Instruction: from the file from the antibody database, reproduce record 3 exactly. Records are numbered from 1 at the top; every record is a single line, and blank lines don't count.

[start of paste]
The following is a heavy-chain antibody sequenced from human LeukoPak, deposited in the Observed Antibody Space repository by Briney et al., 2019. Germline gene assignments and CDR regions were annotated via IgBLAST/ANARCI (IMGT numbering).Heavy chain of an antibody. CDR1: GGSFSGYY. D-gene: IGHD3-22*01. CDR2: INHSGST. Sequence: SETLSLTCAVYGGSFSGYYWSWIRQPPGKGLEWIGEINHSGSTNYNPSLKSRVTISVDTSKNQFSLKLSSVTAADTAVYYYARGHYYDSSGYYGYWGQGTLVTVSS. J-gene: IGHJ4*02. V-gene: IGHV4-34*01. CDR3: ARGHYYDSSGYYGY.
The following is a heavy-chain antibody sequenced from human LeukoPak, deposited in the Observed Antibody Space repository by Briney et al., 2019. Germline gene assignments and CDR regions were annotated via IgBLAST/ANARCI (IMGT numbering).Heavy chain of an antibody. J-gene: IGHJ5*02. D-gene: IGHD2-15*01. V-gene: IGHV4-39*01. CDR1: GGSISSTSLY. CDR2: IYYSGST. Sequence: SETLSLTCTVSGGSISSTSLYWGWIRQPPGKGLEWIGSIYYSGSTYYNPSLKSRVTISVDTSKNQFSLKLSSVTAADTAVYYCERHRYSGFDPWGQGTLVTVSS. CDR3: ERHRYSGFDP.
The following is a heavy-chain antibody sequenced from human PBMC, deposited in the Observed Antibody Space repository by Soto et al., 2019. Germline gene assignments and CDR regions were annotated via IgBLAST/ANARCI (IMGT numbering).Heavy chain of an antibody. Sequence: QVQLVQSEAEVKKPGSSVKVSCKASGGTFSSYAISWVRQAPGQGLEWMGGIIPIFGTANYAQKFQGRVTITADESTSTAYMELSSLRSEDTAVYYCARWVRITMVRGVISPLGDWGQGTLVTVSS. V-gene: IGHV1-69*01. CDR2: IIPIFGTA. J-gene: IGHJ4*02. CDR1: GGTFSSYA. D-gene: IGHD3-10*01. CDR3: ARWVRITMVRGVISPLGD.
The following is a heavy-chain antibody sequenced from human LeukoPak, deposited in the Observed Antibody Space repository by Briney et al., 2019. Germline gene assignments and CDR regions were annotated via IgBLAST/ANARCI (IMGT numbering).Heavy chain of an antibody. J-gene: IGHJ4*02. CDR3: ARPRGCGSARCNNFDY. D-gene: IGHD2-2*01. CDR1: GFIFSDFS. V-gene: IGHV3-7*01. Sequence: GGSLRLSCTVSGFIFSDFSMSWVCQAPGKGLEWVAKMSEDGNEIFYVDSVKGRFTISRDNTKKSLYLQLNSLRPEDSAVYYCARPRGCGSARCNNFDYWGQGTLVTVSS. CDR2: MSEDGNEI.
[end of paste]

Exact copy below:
The following is a heavy-chain antibody sequenced from human PBMC, deposited in the Observed Antibody Space repository by Soto et al., 2019. Germline gene assignments and CDR regions were annotated via IgBLAST/ANARCI (IMGT numbering).Heavy chain of an antibody. Sequence: QVQLVQSEAEVKKPGSSVKVSCKASGGTFSSYAISWVRQAPGQGLEWMGGIIPIFGTANYAQKFQGRVTITADESTSTAYMELSSLRSEDTAVYYCARWVRITMVRGVISPLGDWGQGTLVTVSS. V-gene: IGHV1-69*01. CDR2: IIPIFGTA. J-gene: IGHJ4*02. CDR1: GGTFSSYA. D-gene: IGHD3-10*01. CDR3: ARWVRITMVRGVISPLGD.